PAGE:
Being Lolita: A Memoir by Alisson Wood

Being Lolita: A Memoir by Alisson Wood

Being Lolita: A Memoir by Alisson Wood

Book Challenge: Diverse Reads

In August, I’ve set a personal challenge to read thirty books in thirty days. The aim is to reignite my passion for reading and elevate my reading achievements. To keep things interesting, I’m diversifying my book choices throughout the month, ensuring I don’t get stuck reading and reviewing thirty thrillers. Today’s pick was a memoir, and completing it within a day proved to be quite a challenge. Being Lolita starts with Alisson in her Senior year of high school. She had spent the previous years battling depression and after years of treatment a successful year at a special needs school, she is determined to finish high school at the school where she started as a freshman. Reintegrating back into the school is as difficult as one would expect. Students whisper about her past and she continues to feel isolated. A new English teacher, Mr. North, swoops in and makes her feel seen and heard. As the months progress, their relationship morphs from a mentor/mentee relationship into a romantic relationship.

Unlike “Lolita” or “My Dark Vanessa” which are fiction, “Being Lolita” is a memoir. While we will never live inside Dolores Haze and understand what she felt when her stepfather abducted and raped her, Wood exposes her memories of being a pretty yet isolated seventeen year old groomed for a sexual relationship with her twenty-seven year old English teacher, who she refers to often as simply, “the teacher” to highlight the disparity in power.

Wood uses Nabokov’s “Lolita” as a framework for understanding what happened to her, but if you’re looking for a long, slow seduction with a gradual descent into depravity, this isn’t it. The majority of Wood’s memoir is about the abusive relationship between herself as a recently graduated young adult and her former teacher than the predation upon and sexual grooming of a teenager (although she was only eighteen years old at the time of their first sexual encounter).

“Being Lolita” is an evocative coming-of-age narrative that delves into the tumultuous journey of a young girl seeking attention and affection. Tragically, she discovers it in the hands of someone who should have been her protector, but instead, becomes the catalyst for the erosion of her innocence. Alisson, our protagonist, finds herself entangled in a web of manipulation woven by Mr. North, unable to recognize the toxicity of their relationship due to her lack of experience with healthy connections. This poignant tale sheds light on the consequences of vulnerability and naivety, urging us to ponder the importance of guidance and understanding in a world where innocence can be easily exploited.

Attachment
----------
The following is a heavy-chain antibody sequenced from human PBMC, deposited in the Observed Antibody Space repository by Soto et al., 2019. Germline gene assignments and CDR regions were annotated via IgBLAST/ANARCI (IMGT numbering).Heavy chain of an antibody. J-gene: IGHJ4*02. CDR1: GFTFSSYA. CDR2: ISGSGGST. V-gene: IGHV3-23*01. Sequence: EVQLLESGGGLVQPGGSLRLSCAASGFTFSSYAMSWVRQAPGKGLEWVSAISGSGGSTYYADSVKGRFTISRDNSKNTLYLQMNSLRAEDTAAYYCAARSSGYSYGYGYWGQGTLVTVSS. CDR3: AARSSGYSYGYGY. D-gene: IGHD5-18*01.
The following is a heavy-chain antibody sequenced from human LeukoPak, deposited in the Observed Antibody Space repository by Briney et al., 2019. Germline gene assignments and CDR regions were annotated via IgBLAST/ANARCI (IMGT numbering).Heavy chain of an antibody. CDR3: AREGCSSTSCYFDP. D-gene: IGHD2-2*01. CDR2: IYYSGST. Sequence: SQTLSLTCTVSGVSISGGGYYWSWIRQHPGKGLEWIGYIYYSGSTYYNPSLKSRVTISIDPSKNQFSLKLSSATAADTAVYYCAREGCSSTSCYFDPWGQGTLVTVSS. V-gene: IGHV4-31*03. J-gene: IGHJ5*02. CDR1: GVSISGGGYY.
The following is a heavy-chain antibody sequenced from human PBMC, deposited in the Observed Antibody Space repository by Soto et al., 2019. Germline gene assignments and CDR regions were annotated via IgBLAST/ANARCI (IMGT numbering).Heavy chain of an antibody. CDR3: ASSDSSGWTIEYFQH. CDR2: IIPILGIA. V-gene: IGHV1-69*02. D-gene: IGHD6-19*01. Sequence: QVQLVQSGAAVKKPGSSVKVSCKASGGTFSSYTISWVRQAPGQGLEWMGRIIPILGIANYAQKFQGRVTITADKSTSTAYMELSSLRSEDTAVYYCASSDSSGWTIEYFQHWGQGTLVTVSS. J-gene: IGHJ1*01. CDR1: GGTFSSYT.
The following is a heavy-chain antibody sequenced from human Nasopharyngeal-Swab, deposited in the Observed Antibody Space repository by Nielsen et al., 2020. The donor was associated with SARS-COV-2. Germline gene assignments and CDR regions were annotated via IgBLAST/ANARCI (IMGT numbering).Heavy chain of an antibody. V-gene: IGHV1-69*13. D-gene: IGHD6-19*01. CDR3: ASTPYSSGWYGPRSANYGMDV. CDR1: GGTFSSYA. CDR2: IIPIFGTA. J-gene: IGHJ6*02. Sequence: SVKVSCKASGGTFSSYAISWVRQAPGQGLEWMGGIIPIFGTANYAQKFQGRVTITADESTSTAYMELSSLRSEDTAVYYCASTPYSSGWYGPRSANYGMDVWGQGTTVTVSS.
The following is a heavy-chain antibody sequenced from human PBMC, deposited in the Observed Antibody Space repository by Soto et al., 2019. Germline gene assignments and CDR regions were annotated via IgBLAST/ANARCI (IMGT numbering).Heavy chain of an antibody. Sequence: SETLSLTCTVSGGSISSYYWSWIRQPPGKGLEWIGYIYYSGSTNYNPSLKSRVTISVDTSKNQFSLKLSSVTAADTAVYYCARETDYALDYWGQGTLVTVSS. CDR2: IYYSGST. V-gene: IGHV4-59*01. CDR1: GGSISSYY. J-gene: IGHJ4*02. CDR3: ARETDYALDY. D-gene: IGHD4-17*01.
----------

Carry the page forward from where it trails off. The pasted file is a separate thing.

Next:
In a profoundly eye-opening manner, this book underscores the insidious impact of microaggressions on individuals coping with mental health challenges or special needs, severely damaging their self-concept. As we navigate our lives, it compels us to reflect on the urgency of this issue, making it essential for everyone to pause and ponder. Empathy and compassion are paramount in our interactions with one another, as we can never truly fathom the burdens others are silently carrying. This book serves as a poignant reminder of the significance of understanding and supporting one another, fostering a more compassionate and inclusive world for all.

“Being Lolita” presents a captivating memoir interlaced with intriguing parallels between the protagonist’s relationship with Mr. North and the infamous novel “Lolita” by Vladimir Nabokov. As Alisson’s perception of her connection with Mr. North evolves, so does her understanding of the controversial literary work.

Wood’s poignant narrative not only sheds light on her heart-wrenching experiences but also serves as a powerful inspiration. Her transformative journey has led her to a career dedicated to empowering girls and women while educating others about the dynamics of unhealthy relationships. It’s a book that will stay with you long after you’ve turned the final page, urging you to reflect on the intricacies of human relationships and the resilience of the human spirit.

If you’re eager to delve into this compelling tale of self-discovery and empowerment, you can get your copy of “Being Lolita” by clicking the link below.

Being Lolita: A Memoir by Alisson Wood

Trigger Warnings: Abuse, Sexual Assault, Child Grooming, Rape.

Rating out of 5
#It Was Good!
Book 27 of 33
Rms0033-19 who needs friends when you have books
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